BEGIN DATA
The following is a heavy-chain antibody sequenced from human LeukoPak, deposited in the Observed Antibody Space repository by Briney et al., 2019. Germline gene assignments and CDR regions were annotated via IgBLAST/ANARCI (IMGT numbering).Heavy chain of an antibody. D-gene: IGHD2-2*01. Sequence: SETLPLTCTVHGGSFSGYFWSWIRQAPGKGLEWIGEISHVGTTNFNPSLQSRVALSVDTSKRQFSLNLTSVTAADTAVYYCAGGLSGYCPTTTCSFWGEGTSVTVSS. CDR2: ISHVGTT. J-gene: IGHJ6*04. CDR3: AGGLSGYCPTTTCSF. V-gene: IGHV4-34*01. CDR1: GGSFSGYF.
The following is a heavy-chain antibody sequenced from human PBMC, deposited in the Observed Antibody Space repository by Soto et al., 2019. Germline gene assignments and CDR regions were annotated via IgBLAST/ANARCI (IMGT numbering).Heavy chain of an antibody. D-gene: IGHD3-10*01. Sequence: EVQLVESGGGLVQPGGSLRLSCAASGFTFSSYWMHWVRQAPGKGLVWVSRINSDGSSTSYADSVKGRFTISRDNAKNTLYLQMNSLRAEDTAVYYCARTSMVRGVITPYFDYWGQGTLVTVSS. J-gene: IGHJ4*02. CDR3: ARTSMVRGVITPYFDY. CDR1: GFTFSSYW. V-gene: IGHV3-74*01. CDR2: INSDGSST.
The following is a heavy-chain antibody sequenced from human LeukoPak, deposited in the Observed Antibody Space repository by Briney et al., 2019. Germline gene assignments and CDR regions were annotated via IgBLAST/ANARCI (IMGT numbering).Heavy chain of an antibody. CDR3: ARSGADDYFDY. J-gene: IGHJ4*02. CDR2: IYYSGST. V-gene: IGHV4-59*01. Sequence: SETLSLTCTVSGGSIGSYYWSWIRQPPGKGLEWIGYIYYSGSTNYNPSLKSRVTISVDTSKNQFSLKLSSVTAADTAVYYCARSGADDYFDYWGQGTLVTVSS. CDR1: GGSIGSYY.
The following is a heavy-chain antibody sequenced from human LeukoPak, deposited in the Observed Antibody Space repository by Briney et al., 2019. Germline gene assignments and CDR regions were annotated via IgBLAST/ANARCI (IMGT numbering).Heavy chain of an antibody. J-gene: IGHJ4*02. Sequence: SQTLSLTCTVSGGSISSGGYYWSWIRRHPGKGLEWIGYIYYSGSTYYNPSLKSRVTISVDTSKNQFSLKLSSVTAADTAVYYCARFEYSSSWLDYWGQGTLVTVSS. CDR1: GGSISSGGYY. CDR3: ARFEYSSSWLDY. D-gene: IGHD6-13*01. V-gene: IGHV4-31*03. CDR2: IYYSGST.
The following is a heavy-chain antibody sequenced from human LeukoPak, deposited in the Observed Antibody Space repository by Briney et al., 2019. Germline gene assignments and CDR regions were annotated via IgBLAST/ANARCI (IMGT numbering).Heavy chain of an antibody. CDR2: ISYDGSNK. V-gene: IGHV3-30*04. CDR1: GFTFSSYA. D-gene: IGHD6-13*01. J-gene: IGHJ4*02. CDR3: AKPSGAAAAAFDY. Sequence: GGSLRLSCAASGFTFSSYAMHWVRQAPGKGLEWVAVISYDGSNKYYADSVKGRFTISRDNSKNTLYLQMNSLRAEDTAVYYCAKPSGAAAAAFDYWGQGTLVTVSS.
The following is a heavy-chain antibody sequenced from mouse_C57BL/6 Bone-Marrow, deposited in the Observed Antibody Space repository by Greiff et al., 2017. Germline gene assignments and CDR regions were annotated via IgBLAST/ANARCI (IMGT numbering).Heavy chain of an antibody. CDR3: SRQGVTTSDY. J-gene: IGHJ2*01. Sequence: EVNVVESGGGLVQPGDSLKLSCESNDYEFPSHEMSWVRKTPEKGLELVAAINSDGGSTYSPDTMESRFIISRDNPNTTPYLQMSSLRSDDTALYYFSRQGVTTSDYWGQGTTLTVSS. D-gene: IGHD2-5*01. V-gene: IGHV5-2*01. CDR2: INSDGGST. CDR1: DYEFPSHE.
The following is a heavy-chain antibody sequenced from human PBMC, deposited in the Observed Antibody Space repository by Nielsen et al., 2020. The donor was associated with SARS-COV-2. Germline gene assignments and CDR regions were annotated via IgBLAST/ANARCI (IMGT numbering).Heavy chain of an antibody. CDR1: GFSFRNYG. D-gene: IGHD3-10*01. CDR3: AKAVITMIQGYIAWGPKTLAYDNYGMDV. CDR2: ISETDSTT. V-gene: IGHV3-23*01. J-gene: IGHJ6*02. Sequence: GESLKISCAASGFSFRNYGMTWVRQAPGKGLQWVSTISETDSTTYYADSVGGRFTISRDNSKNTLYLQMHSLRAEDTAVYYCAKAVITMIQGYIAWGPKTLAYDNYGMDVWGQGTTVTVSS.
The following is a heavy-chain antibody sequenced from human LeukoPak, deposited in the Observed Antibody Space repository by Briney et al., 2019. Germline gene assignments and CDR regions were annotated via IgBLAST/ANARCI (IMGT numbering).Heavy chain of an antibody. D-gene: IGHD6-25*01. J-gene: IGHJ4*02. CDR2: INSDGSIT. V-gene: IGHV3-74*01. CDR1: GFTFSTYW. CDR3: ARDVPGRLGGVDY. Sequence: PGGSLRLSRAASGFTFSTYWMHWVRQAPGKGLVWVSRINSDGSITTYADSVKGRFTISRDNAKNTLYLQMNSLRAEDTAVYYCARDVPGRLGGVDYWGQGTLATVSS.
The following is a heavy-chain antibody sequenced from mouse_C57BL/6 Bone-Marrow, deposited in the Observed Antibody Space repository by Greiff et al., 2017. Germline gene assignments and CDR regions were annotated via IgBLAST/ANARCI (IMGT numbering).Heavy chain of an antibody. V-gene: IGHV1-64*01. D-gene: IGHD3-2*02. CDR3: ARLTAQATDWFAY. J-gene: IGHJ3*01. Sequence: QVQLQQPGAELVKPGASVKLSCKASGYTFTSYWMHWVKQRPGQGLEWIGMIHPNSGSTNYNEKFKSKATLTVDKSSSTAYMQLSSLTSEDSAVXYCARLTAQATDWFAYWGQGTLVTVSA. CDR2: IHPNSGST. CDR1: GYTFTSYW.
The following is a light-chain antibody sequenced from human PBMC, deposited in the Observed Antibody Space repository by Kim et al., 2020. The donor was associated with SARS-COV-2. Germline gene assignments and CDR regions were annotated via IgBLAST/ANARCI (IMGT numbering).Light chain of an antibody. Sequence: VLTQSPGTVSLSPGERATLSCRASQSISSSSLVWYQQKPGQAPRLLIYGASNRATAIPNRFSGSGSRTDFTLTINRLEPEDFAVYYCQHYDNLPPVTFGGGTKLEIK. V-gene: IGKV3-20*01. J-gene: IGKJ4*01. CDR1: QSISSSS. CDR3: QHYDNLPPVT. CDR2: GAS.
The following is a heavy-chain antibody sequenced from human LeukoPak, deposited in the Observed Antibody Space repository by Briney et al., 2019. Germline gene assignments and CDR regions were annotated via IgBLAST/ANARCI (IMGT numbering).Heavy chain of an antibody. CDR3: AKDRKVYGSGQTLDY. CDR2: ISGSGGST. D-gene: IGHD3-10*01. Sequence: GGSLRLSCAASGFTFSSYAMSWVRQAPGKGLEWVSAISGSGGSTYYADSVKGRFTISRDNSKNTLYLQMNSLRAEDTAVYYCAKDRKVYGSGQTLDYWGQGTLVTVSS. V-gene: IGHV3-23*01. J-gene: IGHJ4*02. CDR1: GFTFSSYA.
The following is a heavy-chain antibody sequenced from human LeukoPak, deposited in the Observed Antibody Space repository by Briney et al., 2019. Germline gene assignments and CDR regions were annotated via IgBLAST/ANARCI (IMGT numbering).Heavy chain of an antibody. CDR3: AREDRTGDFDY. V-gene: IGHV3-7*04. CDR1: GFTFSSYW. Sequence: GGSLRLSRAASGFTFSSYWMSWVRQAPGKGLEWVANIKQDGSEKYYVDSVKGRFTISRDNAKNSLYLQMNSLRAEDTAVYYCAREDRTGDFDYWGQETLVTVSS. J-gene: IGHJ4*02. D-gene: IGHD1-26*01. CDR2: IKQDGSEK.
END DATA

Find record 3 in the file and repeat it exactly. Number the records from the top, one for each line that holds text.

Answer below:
The following is a heavy-chain antibody sequenced from human LeukoPak, deposited in the Observed Antibody Space repository by Briney et al., 2019. Germline gene assignments and CDR regions were annotated via IgBLAST/ANARCI (IMGT numbering).Heavy chain of an antibody. CDR3: ARSGADDYFDY. J-gene: IGHJ4*02. CDR2: IYYSGST. V-gene: IGHV4-59*01. Sequence: SETLSLTCTVSGGSIGSYYWSWIRQPPGKGLEWIGYIYYSGSTNYNPSLKSRVTISVDTSKNQFSLKLSSVTAADTAVYYCARSGADDYFDYWGQGTLVTVSS. CDR1: GGSIGSYY.